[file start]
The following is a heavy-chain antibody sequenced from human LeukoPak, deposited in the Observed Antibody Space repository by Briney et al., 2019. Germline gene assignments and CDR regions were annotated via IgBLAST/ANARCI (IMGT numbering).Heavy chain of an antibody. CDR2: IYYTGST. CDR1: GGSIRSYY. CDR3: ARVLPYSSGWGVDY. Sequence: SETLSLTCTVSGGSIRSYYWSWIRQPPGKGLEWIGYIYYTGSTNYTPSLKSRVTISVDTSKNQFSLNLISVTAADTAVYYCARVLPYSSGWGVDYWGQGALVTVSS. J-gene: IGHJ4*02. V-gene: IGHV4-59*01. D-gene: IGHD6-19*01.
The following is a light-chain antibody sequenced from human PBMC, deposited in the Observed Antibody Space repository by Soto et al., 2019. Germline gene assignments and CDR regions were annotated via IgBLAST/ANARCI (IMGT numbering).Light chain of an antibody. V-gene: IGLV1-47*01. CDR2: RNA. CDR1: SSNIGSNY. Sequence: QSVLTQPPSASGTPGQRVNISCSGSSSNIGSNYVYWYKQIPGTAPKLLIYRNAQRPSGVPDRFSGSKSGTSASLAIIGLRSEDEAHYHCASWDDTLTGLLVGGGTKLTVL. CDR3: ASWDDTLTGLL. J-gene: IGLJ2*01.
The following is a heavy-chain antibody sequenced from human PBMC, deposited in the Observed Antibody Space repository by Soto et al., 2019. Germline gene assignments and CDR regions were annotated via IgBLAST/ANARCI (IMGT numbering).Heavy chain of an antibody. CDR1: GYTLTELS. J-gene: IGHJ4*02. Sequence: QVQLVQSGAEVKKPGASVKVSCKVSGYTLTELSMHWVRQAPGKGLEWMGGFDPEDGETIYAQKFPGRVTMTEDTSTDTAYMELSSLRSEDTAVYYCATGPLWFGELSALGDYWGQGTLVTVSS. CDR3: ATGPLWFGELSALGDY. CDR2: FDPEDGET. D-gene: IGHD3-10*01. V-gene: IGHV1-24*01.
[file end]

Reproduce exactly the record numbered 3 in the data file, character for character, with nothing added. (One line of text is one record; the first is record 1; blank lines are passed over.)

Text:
The following is a heavy-chain antibody sequenced from human PBMC, deposited in the Observed Antibody Space repository by Soto et al., 2019. Germline gene assignments and CDR regions were annotated via IgBLAST/ANARCI (IMGT numbering).Heavy chain of an antibody. CDR1: GYTLTELS. J-gene: IGHJ4*02. Sequence: QVQLVQSGAEVKKPGASVKVSCKVSGYTLTELSMHWVRQAPGKGLEWMGGFDPEDGETIYAQKFPGRVTMTEDTSTDTAYMELSSLRSEDTAVYYCATGPLWFGELSALGDYWGQGTLVTVSS. CDR3: ATGPLWFGELSALGDY. CDR2: FDPEDGET. D-gene: IGHD3-10*01. V-gene: IGHV1-24*01.